Industry reports identify human and organizational factors as contributors to operational incidents. These include lack of standardization, enablement, and compliance with operating procedures at the well site or by the broader (local or remote) support personnel. There is consensus among practitioners and regulators about the need to pro-actively reduce our exposure to these factors, both to avoid potential incidents and to reliably contain the impact of realized incidents.

In this paper we argue that we should improve operations assurance by building trust into our operations and we discuss how to combine existing principles, methods and information technology to achieve this in practice. The approach we will describe takes advantage of a framework developed by the HS&E profession--the "bow tie"-- to analyze what contributes to incidents, what barriers could be put in place to prevent them and how to contain them.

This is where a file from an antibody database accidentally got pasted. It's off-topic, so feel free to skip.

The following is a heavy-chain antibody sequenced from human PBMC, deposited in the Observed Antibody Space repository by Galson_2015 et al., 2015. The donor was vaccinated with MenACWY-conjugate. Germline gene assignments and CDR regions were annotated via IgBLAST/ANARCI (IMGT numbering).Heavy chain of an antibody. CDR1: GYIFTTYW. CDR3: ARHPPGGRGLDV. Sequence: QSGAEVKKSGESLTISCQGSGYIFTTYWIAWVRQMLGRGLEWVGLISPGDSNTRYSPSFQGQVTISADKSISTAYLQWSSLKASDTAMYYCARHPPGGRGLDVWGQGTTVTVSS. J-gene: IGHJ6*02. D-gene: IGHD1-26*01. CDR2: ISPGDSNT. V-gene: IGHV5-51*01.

The diagram shows an abstraction of the bow tie model. The left side of the diagram (top event prevention) makes explicit the various threats we face during an operation, the precursor that signal the presence of a threat, and the preventive barriers--people, process, technology--that we should activate to avoid the propagation of the threat to become a top event(at the center of the bow tie). The right side of the diagram (top event response) makes explicit the response workflows that may follow an incident, the escalation barriers that we should activate to contain the impact of the incident, and the consequences that we would face if the barriers fail.

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